t. 90, GONE: Satirical Poems: New & Selected by Stephen Oliver

GONE: Satirical Poems: New & Selected by Stephen Oliver.
Auckland: Greywacke Press (2016).
Amazon: RRP: $9.95. Pb, 78pp.
ISBN: 9780473360047.
Reviewed by Patricia Prime.


GONE: Satirical Poems: New & Selected by Stephen Oliver brings together a diverse range of constructions including villanelles, sonnets, raunchy ballads and whimsical ballades. The book is illustrated by Matt Ottley.

Stephen Oliver is one of New Zealand’s finest poets. His poems, whether introspective or paying attention to what goes on in the world, remind us that since its beginnings, satirical poetry has been one of the ways we invent to get to know ourselves and to take stock of our personal predicaments. All must be done anew, all said anew and Oliver shows us again and again in this new collection of his poems that it can be done.

Working the vein he has developed in his previous volumes, Oliver’s version of satire continues to generate stylish poems of thoughtful reflections. GONE is a beautifully produced book divided into two sections (“Gone” and “New Poems”), suggesting progressively evolving concerns.  The titles of individual poems frequently indicate Oliver’s themes: “Philip Larkin, Recalled”, “W. H. Auden”, “Letter to James K. Baxter”, “Ballade of the Poets” and “Ballad of a Yobbo”. Though superficially disorientating in their rhyme, various lengths and variety of verse forms, or their rapid changes of topic focus, the poems are built on profoundly long-serving strategies.

Like so many of the pieces collected here, “Ballade of a Glossy” is built on three rhyming parts, and an envoy, with a statement, a development and a resolution:


Now if you contend that life’s a bore

pause for a glass of dry, chilled Chianti

to toast Our Lady of Domestic Law,

and read the Australian Women’s Weekly.


“Heaven” generates a discussion of where Heaven might be:


Heard about it before but where?

no way rocket ships can get there.

A thought can’t and a thought is free

though requires far less energy.


Here the drama of identifying a place of which no-one can have any knowledge, is recast in ethical terms: we are “pre-occupied” by our own thoughts and desires, though it is implied that gravity will pull us back to earth, despite all our wonderings.

The lengthy poem, “Letter to James K. Baxter” is in six parts of rhyming stanzas and includes a P.S. The description of Baxter in the opening verse may be one that is familiar with readers:


Man (you’re coming across) I see you

shamble at a tangent, an ill-dressed shade

heading down to the river, a hairy Esau,

where Charon is waiting to have you weighed

to dump your pack, chuck costume aside –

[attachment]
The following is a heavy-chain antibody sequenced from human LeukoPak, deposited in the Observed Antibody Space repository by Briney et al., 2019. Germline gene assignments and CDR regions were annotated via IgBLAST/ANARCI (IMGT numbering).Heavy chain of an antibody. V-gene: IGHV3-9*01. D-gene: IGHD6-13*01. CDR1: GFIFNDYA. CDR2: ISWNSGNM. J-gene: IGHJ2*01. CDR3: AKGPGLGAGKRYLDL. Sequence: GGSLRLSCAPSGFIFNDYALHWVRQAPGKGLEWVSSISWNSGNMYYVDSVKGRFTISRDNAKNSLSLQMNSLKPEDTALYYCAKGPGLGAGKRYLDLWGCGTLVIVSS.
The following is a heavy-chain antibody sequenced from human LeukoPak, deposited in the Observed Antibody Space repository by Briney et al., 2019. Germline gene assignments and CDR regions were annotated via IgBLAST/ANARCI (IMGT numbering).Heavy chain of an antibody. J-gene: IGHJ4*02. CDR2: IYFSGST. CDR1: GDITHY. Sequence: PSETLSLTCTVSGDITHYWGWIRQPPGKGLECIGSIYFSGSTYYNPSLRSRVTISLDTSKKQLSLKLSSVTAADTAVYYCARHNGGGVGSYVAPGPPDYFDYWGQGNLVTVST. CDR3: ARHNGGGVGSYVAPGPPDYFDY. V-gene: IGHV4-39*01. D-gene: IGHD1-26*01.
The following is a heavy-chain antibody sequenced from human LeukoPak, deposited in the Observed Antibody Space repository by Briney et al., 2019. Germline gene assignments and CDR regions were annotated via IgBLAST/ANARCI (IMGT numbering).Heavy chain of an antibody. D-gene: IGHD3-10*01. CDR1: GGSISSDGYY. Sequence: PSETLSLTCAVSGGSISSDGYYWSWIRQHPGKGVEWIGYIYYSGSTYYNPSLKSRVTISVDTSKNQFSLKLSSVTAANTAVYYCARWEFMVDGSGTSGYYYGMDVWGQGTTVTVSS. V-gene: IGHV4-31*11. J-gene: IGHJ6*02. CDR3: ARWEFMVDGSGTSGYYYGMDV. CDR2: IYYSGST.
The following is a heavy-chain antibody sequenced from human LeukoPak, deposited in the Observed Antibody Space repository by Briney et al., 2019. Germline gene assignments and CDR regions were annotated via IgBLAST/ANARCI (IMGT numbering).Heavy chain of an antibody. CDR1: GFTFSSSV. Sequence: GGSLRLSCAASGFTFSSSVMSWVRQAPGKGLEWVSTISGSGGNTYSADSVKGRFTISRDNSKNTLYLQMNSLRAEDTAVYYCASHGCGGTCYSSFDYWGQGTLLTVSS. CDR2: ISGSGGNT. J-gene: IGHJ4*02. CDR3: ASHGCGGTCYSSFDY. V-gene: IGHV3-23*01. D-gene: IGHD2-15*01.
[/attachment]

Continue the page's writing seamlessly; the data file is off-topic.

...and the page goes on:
the loosely tied dogma, the pet philosophies

and all the gear made for the mind to tease.


Oliver’s poem is about self and other; each person being himself, yet being in the process of a relationship with the other – and with everything else. It’s true of the poems’ techniques as well, for they are the poems of one person, and yet are driven to seek relationships with others (particularly poets and writers). Oliver names many of these people in his poems, as in “Swagman’s Song” (Concerning the author, Bob Orr, and a glass door):


Poets and artists are a rummy breed,

they take money from rich or poor,

stick to soup kitchens, empty the free feed,

  and watch out for Bob Orr’s glass door.


Oliver constructs such wit with poetry proper, but it has been the business of poetry over the centuries to yoke wit and poetry together – and then to find ways for it to please readers. “Fridge Cat” (for Paul Sullivan), plays on rhyme and humour for its impact. The poem ends:


Winer, a chilly wind blows,

then I warm my Master’s toes.

The air is sharp, the moon’s high,

the fridge purrs and so do I.


Oliver’s poetry references feelings, as in “Of Poets & Peddlers” (for Allan MacGilliveray):


The laird in his castle spits at the night

and the sky turns sooty as bats take flight.

Waterfowl break cover out on the fen,

and laughter echoes loudly round the glen.


We feel that this may be a “serious” poem, but these lines don’t attempt to embody how such an experience might physically compel. Oliver’s rhythm and line-endings are a structuring of thought and position that requires our feeling rather than attempting to evoke it. While the poem ends with the laird’s curse:


‘A curse on all poets – that wheedling breed,

bring me my armour and saddle my steed!’


Stephen Oliver’s GONE strikes a beautiful balance between mystery and disclosure, bravery and tact, the kind of tact which nonetheless keeps his zeal in place. What underpins the whole collection is not a commonplace “accessibility”, but

his wit and humour; the lines are balanced and controlled, the vision never in question.



The book may be purchased at https:www.amazon.com/Gone-Satirical-Poems-New:Selected/dp/0473360047


Patricia Prime, besides being a regular contributor to takahē, is co-editor of Kokako and assistant editor of Haibun Today. Patricia’s primary interest is Japanese short form poetry: haiku, tanka, haibun and tanka prose and she has published a book of collaborative tanka sequences called Shizuka (2015).